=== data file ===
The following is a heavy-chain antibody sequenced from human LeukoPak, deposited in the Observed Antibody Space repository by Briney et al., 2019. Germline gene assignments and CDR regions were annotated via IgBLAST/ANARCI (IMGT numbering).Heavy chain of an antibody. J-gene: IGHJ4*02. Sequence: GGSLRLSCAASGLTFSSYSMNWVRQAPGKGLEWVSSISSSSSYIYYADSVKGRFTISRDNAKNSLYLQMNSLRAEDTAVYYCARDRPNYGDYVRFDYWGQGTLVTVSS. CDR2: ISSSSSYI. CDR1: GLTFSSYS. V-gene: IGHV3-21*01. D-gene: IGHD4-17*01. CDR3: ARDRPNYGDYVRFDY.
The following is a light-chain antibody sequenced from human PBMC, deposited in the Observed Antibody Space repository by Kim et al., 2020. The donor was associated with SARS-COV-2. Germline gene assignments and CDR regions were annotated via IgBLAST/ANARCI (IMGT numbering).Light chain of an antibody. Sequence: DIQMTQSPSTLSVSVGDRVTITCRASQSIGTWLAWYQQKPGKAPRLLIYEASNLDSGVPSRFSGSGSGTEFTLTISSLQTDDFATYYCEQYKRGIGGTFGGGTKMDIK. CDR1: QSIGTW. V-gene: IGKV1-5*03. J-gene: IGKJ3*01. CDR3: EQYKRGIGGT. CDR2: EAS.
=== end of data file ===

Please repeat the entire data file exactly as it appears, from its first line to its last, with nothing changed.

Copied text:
The following is a heavy-chain antibody sequenced from human LeukoPak, deposited in the Observed Antibody Space repository by Briney et al., 2019. Germline gene assignments and CDR regions were annotated via IgBLAST/ANARCI (IMGT numbering).Heavy chain of an antibody. J-gene: IGHJ4*02. Sequence: GGSLRLSCAASGLTFSSYSMNWVRQAPGKGLEWVSSISSSSSYIYYADSVKGRFTISRDNAKNSLYLQMNSLRAEDTAVYYCARDRPNYGDYVRFDYWGQGTLVTVSS. CDR2: ISSSSSYI. CDR1: GLTFSSYS. V-gene: IGHV3-21*01. D-gene: IGHD4-17*01. CDR3: ARDRPNYGDYVRFDY.
The following is a light-chain antibody sequenced from human PBMC, deposited in the Observed Antibody Space repository by Kim et al., 2020. The donor was associated with SARS-COV-2. Germline gene assignments and CDR regions were annotated via IgBLAST/ANARCI (IMGT numbering).Light chain of an antibody. Sequence: DIQMTQSPSTLSVSVGDRVTITCRASQSIGTWLAWYQQKPGKAPRLLIYEASNLDSGVPSRFSGSGSGTEFTLTISSLQTDDFATYYCEQYKRGIGGTFGGGTKMDIK. CDR1: QSIGTW. V-gene: IGKV1-5*03. J-gene: IGKJ3*01. CDR3: EQYKRGIGGT. CDR2: EAS.